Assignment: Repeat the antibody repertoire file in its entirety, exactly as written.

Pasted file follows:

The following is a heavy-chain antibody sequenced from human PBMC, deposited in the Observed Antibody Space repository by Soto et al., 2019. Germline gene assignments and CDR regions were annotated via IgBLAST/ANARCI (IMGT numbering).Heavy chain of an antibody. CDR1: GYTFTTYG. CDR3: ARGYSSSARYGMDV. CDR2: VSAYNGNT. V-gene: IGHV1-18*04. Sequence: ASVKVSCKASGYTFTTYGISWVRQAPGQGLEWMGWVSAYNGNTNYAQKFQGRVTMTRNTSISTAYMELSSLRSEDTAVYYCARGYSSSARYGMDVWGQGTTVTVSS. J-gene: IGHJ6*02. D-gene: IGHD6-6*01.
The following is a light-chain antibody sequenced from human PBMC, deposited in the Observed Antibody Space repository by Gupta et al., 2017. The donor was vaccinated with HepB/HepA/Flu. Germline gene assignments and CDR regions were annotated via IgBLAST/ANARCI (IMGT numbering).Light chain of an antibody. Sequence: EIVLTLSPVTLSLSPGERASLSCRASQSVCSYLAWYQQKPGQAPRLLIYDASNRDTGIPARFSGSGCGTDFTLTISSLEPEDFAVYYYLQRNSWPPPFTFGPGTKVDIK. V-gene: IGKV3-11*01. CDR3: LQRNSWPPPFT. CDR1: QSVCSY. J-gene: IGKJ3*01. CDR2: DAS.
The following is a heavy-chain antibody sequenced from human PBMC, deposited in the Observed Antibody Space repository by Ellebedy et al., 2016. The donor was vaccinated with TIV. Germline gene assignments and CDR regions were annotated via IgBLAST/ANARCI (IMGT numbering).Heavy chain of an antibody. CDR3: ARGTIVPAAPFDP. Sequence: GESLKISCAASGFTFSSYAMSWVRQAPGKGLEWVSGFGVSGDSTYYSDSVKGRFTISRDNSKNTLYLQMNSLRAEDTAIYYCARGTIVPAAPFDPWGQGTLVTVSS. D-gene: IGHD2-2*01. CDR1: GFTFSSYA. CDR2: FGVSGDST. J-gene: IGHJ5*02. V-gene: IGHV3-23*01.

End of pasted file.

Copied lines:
The following is a heavy-chain antibody sequenced from human PBMC, deposited in the Observed Antibody Space repository by Soto et al., 2019. Germline gene assignments and CDR regions were annotated via IgBLAST/ANARCI (IMGT numbering).Heavy chain of an antibody. CDR1: GYTFTTYG. CDR3: ARGYSSSARYGMDV. CDR2: VSAYNGNT. V-gene: IGHV1-18*04. Sequence: ASVKVSCKASGYTFTTYGISWVRQAPGQGLEWMGWVSAYNGNTNYAQKFQGRVTMTRNTSISTAYMELSSLRSEDTAVYYCARGYSSSARYGMDVWGQGTTVTVSS. J-gene: IGHJ6*02. D-gene: IGHD6-6*01.
The following is a light-chain antibody sequenced from human PBMC, deposited in the Observed Antibody Space repository by Gupta et al., 2017. The donor was vaccinated with HepB/HepA/Flu. Germline gene assignments and CDR regions were annotated via IgBLAST/ANARCI (IMGT numbering).Light chain of an antibody. Sequence: EIVLTLSPVTLSLSPGERASLSCRASQSVCSYLAWYQQKPGQAPRLLIYDASNRDTGIPARFSGSGCGTDFTLTISSLEPEDFAVYYYLQRNSWPPPFTFGPGTKVDIK. V-gene: IGKV3-11*01. CDR3: LQRNSWPPPFT. CDR1: QSVCSY. J-gene: IGKJ3*01. CDR2: DAS.
The following is a heavy-chain antibody sequenced from human PBMC, deposited in the Observed Antibody Space repository by Ellebedy et al., 2016. The donor was vaccinated with TIV. Germline gene assignments and CDR regions were annotated via IgBLAST/ANARCI (IMGT numbering).Heavy chain of an antibody. CDR3: ARGTIVPAAPFDP. Sequence: GESLKISCAASGFTFSSYAMSWVRQAPGKGLEWVSGFGVSGDSTYYSDSVKGRFTISRDNSKNTLYLQMNSLRAEDTAIYYCARGTIVPAAPFDPWGQGTLVTVSS. D-gene: IGHD2-2*01. CDR1: GFTFSSYA. CDR2: FGVSGDST. J-gene: IGHJ5*02. V-gene: IGHV3-23*01.